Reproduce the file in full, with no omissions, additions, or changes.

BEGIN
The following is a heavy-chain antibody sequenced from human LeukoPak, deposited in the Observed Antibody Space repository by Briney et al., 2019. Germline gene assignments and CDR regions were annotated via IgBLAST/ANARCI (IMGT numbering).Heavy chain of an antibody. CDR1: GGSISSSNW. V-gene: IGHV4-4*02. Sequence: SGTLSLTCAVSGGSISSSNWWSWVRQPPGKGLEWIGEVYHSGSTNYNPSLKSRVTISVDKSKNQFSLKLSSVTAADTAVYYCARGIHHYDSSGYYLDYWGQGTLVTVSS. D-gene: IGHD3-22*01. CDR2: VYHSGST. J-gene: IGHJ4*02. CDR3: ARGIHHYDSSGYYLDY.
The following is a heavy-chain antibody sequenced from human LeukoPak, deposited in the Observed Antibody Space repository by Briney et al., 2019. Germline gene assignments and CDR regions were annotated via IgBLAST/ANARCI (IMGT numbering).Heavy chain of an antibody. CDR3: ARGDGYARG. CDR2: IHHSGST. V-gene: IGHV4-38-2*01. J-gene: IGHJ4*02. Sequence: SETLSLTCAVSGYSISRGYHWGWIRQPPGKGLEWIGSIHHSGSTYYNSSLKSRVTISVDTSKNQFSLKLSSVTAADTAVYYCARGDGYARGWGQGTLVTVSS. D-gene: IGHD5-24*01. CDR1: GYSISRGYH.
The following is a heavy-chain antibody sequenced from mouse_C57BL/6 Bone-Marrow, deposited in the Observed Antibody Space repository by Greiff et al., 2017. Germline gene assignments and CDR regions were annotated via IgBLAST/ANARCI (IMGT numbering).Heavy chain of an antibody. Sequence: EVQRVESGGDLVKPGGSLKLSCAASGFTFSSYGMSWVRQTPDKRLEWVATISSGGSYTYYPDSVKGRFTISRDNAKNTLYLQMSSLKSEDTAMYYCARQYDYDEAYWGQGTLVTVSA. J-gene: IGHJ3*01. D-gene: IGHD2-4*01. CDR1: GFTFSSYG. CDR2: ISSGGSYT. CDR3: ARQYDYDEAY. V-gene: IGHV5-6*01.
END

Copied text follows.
The following is a heavy-chain antibody sequenced from human LeukoPak, deposited in the Observed Antibody Space repository by Briney et al., 2019. Germline gene assignments and CDR regions were annotated via IgBLAST/ANARCI (IMGT numbering).Heavy chain of an antibody. CDR1: GGSISSSNW. V-gene: IGHV4-4*02. Sequence: SGTLSLTCAVSGGSISSSNWWSWVRQPPGKGLEWIGEVYHSGSTNYNPSLKSRVTISVDKSKNQFSLKLSSVTAADTAVYYCARGIHHYDSSGYYLDYWGQGTLVTVSS. D-gene: IGHD3-22*01. CDR2: VYHSGST. J-gene: IGHJ4*02. CDR3: ARGIHHYDSSGYYLDY.
The following is a heavy-chain antibody sequenced from human LeukoPak, deposited in the Observed Antibody Space repository by Briney et al., 2019. Germline gene assignments and CDR regions were annotated via IgBLAST/ANARCI (IMGT numbering).Heavy chain of an antibody. CDR3: ARGDGYARG. CDR2: IHHSGST. V-gene: IGHV4-38-2*01. J-gene: IGHJ4*02. Sequence: SETLSLTCAVSGYSISRGYHWGWIRQPPGKGLEWIGSIHHSGSTYYNSSLKSRVTISVDTSKNQFSLKLSSVTAADTAVYYCARGDGYARGWGQGTLVTVSS. D-gene: IGHD5-24*01. CDR1: GYSISRGYH.
The following is a heavy-chain antibody sequenced from mouse_C57BL/6 Bone-Marrow, deposited in the Observed Antibody Space repository by Greiff et al., 2017. Germline gene assignments and CDR regions were annotated via IgBLAST/ANARCI (IMGT numbering).Heavy chain of an antibody. Sequence: EVQRVESGGDLVKPGGSLKLSCAASGFTFSSYGMSWVRQTPDKRLEWVATISSGGSYTYYPDSVKGRFTISRDNAKNTLYLQMSSLKSEDTAMYYCARQYDYDEAYWGQGTLVTVSA. J-gene: IGHJ3*01. D-gene: IGHD2-4*01. CDR1: GFTFSSYG. CDR2: ISSGGSYT. CDR3: ARQYDYDEAY. V-gene: IGHV5-6*01.